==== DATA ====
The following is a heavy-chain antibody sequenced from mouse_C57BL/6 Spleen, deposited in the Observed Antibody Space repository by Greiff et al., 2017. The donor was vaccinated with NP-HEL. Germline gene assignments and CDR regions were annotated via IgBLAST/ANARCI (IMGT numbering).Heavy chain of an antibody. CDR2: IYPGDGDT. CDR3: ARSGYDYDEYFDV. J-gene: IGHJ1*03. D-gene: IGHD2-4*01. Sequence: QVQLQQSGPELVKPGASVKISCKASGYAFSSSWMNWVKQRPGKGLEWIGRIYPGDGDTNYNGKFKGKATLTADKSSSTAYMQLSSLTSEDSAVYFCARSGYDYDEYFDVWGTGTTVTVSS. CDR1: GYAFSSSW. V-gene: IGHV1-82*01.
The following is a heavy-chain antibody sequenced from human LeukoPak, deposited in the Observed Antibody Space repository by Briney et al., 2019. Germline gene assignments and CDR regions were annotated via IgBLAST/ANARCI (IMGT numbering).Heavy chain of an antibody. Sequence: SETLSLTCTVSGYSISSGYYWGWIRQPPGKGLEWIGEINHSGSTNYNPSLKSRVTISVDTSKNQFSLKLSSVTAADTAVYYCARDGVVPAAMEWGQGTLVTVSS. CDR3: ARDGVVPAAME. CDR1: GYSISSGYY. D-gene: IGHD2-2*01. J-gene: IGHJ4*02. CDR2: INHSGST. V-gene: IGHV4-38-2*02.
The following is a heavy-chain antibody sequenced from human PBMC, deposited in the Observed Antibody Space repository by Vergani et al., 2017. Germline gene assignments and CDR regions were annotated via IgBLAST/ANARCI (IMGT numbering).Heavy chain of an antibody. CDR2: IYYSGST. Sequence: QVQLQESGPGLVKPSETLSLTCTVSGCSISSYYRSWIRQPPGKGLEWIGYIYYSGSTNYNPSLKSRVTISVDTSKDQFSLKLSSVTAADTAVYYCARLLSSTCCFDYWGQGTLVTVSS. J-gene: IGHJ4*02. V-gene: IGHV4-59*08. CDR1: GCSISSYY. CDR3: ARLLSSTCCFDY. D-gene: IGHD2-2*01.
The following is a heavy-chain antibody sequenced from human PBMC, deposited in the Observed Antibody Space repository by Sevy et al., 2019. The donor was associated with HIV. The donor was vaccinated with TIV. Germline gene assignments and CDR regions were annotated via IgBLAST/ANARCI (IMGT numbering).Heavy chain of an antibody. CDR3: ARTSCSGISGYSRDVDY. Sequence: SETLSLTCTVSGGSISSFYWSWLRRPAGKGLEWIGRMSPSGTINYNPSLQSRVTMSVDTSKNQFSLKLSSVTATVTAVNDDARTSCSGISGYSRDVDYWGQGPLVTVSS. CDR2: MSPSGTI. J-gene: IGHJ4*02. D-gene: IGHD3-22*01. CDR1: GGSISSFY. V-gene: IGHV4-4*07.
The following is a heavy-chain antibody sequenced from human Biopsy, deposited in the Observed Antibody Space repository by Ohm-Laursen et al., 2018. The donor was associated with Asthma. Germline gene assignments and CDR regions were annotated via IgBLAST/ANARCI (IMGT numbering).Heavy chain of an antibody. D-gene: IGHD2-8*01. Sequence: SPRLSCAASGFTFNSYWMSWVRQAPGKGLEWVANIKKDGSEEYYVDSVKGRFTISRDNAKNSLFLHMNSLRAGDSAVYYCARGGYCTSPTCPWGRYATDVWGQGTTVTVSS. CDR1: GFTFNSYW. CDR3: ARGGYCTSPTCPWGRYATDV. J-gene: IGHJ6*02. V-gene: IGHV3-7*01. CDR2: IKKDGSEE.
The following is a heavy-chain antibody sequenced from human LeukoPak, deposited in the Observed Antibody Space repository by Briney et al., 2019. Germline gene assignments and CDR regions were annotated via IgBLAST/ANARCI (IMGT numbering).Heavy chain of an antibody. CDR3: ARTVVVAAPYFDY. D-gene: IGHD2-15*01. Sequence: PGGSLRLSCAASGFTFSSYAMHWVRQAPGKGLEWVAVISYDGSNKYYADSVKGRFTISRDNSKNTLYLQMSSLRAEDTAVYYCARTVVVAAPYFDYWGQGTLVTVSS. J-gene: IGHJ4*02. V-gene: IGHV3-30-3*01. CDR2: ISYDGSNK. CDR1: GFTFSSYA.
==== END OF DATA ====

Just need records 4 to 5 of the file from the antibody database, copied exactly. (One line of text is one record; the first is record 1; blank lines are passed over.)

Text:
The following is a heavy-chain antibody sequenced from human PBMC, deposited in the Observed Antibody Space repository by Sevy et al., 2019. The donor was associated with HIV. The donor was vaccinated with TIV. Germline gene assignments and CDR regions were annotated via IgBLAST/ANARCI (IMGT numbering).Heavy chain of an antibody. CDR3: ARTSCSGISGYSRDVDY. Sequence: SETLSLTCTVSGGSISSFYWSWLRRPAGKGLEWIGRMSPSGTINYNPSLQSRVTMSVDTSKNQFSLKLSSVTATVTAVNDDARTSCSGISGYSRDVDYWGQGPLVTVSS. CDR2: MSPSGTI. J-gene: IGHJ4*02. D-gene: IGHD3-22*01. CDR1: GGSISSFY. V-gene: IGHV4-4*07.
The following is a heavy-chain antibody sequenced from human Biopsy, deposited in the Observed Antibody Space repository by Ohm-Laursen et al., 2018. The donor was associated with Asthma. Germline gene assignments and CDR regions were annotated via IgBLAST/ANARCI (IMGT numbering).Heavy chain of an antibody. D-gene: IGHD2-8*01. Sequence: SPRLSCAASGFTFNSYWMSWVRQAPGKGLEWVANIKKDGSEEYYVDSVKGRFTISRDNAKNSLFLHMNSLRAGDSAVYYCARGGYCTSPTCPWGRYATDVWGQGTTVTVSS. CDR1: GFTFNSYW. CDR3: ARGGYCTSPTCPWGRYATDV. J-gene: IGHJ6*02. V-gene: IGHV3-7*01. CDR2: IKKDGSEE.